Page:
Lullabies to Paralyze Queens of the Stone Age are starting to resemble one of those rotating-roster superhero teams, like the Avengers, that recruit new members the way some… Lullabies to Paralyze Queens of the Stone Age are starting to resemble one of those rotating-roster superhero teams, like the Avengers, that recruit new members the way some… 2005-03-22 Queens of the Stone Age
Music Review

Lullabies to Paralyze (2005)

Queens of the Stone Age | IT'S HAMMER TIME The hard-rock Lullabies is worth cranking to 11, but its lyrics are stuck in the Stone Age
Image credit: Queens of the Stone Age: Chapman Baeler
IT'S HAMMER TIME The hard-rock Lullabies is worth cranking to 11, but its lyrics are stuck in the Stone Age
EW's GRADE
B

Details Release Date: Mar 22, 2005; Lead Performance: Queens of the Stone Age

Queens of the Stone Age are starting to resemble one of those rotating-roster superhero teams, like the Avengers, that recruit new members the way some of us change socks. The group (whose sole remaining original member is singer-guitarist Josh Homme) didn't seem like true men of steel until their third album, 2002's Songs for the Deaf. That disc boasted their best-ever core lineup — Homme, bassist Nick Oliveri, singer Mark Lanegan, and moonlighting Foo Fighter Dave Grohl on drums — a real fantastic four whose chemistry made Queens an A-list rock band.

Lullabies to Paralyze finds Oliveri gone — apparently booted for excessive commitment to the party-hearty lifestyle — and Homme running the show with help from A Perfect Circle guitarist Troy Van Leeuwen and former Danzig drummer Joey Castillo, as well as assorted guests, including Shirley Manson of Garbage, the Distillers' Brody Dalle, and — hold on to your ten-gallon hats — Billy Gibbons of ZZ Top. (Lanegan is back on a few tracks, but Grohl, alas, is nowhere to be found.)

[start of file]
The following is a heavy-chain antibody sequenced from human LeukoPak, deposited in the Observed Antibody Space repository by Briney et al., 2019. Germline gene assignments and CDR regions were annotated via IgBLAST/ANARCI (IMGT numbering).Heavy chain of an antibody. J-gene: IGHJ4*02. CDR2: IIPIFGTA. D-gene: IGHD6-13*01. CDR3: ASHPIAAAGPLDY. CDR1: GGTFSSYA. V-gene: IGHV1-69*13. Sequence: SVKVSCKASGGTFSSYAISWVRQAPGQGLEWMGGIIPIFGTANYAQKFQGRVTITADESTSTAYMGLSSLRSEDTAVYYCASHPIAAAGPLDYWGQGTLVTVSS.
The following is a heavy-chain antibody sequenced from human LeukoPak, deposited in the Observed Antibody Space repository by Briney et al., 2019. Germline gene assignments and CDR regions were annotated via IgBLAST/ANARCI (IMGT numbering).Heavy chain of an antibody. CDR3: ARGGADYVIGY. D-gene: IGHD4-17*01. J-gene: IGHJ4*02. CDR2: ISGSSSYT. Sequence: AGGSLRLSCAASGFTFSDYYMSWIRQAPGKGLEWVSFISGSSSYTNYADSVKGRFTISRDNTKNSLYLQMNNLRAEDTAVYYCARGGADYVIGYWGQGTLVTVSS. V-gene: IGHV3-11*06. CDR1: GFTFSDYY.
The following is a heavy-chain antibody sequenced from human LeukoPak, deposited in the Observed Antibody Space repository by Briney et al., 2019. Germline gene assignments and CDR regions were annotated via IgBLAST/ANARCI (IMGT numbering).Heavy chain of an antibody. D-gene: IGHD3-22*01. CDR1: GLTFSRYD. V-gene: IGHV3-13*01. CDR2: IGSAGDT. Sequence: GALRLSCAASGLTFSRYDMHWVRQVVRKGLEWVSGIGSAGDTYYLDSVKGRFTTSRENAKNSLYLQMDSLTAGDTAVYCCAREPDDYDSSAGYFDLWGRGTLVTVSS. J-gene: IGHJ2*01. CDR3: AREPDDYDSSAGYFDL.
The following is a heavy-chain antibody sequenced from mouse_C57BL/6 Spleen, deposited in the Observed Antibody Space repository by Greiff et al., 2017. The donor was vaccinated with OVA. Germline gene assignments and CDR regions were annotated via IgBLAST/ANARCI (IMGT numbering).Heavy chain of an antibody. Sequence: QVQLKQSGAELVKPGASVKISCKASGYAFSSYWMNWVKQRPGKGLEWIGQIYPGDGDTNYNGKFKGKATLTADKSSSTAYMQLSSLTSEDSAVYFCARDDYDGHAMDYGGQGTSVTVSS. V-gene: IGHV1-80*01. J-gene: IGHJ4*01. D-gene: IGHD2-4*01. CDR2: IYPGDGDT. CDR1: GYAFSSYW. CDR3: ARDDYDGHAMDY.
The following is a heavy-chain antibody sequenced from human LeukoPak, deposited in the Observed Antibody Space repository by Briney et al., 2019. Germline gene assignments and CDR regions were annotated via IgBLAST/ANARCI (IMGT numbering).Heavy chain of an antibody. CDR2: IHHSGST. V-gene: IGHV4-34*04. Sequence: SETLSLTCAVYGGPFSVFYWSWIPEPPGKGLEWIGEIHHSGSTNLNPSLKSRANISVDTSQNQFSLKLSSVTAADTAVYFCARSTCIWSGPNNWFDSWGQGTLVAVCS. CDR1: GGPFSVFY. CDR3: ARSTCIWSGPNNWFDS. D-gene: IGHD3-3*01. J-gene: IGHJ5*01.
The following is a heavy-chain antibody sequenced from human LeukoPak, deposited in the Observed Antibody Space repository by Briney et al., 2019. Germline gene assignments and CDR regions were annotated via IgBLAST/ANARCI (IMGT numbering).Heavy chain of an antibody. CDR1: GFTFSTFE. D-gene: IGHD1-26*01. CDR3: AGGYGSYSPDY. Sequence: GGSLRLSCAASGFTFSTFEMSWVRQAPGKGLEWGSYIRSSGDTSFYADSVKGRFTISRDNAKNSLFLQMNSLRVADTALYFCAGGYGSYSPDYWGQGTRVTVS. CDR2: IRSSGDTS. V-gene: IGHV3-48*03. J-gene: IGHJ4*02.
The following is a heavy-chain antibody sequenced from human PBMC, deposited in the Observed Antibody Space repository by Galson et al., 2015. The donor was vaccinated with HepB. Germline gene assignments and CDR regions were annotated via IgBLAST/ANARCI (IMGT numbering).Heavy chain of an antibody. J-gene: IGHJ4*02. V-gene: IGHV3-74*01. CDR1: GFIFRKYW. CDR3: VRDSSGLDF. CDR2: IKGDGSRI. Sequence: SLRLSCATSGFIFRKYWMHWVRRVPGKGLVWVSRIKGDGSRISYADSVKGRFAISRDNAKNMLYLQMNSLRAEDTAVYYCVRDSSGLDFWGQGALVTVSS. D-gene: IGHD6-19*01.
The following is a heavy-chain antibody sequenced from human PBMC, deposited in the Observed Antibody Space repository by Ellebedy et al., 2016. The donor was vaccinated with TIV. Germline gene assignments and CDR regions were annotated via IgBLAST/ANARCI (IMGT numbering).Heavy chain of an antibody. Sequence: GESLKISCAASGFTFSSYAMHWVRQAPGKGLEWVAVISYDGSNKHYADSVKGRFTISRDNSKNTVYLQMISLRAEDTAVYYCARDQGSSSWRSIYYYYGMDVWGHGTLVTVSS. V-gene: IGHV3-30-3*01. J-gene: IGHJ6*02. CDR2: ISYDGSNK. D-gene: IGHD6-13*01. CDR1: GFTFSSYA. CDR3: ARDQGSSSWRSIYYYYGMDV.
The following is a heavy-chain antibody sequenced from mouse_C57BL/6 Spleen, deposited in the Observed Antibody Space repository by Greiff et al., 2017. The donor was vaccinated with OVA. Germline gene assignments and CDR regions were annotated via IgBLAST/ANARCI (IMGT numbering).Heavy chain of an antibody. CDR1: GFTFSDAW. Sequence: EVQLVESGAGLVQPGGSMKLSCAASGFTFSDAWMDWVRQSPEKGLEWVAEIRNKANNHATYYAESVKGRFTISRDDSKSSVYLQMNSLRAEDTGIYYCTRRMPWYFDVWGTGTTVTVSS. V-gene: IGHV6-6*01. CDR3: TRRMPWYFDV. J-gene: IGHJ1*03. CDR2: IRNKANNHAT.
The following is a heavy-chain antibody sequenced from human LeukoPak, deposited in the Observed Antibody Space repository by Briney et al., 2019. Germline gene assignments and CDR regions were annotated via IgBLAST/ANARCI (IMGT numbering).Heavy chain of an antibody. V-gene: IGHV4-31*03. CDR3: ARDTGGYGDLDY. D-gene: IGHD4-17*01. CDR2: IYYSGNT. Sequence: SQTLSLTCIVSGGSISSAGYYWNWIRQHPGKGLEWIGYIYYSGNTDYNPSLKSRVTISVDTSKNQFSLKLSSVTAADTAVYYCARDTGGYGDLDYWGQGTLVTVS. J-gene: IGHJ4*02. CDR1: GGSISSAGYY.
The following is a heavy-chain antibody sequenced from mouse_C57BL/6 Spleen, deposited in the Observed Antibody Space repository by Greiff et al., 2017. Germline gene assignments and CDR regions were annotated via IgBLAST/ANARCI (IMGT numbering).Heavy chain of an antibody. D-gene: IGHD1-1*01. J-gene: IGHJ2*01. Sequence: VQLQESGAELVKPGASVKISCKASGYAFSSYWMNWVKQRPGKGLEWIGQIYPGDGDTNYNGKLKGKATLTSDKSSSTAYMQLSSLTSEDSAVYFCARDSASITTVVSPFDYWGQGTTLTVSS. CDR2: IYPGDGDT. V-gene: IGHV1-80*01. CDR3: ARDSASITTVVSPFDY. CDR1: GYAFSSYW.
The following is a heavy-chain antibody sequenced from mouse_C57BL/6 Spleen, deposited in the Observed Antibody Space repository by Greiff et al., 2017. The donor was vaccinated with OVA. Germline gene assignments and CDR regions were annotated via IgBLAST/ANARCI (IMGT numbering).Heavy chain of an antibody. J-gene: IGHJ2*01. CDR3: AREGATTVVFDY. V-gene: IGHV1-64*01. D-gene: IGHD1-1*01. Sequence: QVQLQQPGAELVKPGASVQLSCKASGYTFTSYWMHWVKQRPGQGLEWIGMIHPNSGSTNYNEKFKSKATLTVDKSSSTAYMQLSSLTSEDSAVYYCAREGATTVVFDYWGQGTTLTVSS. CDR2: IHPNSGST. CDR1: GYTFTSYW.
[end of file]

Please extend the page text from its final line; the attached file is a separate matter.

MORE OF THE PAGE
Hammer of the Gods-heavy, this is an album many hard-rock fans would willingly risk deafness to hear cranked up loud; imagine a band led by a guitar-playing Hulk out to smash wimpy rock to pieces. Although ''This Lullaby'' starts things out with acoustic guitar and mournful vocals, the bludgeoning begins on the very next track, ''Medication,'' an exercise in hyperspeed riffology. Aside from the poppy, Foo Fighters-ish ''In My Head,'' Homme & Co. sound like they want to be the modern-day corollary to Led Zeppelin, or at least Soundgarden. Check the mini-opus ''Someone's in the Wolf,'' with its whirling-dervish guitars and swirly ''Whole Lotta Love''-like midsection that features, among other things, the sound of knives being sharpened. (Never mind that distaff name; these boys wanna slay the beast and eat it raw!)

The macho posturing can get obnoxious. Unabashed sex anthems like the wah-wah-infused ''Skin on Skin'' are fine, but when Homme bellows, ''Take that broken p---y elsewhere'' on ''Broken Box,'' you don't have to be a woman to want to slap him. Even the presence of Dalle and Manson on the metal-noirish ''You Got a Killer Scene There, Man...'' can't offset such ugliness.

That said, anyone looking for a band that can mix and match metal, blues, thrash, punk, psychedelia, and grunge as the mood suits will be floored by Lullabies, which may knock you out but definitely won't put you to sleep. Only trouble is, I can't decide if Homme is superhero or supervillain. Maybe, like the Hulk, he's a bit of both.

Originally posted Mar 21, 2005 Published in issue #812 Mar 25, 2005 Order article reprints
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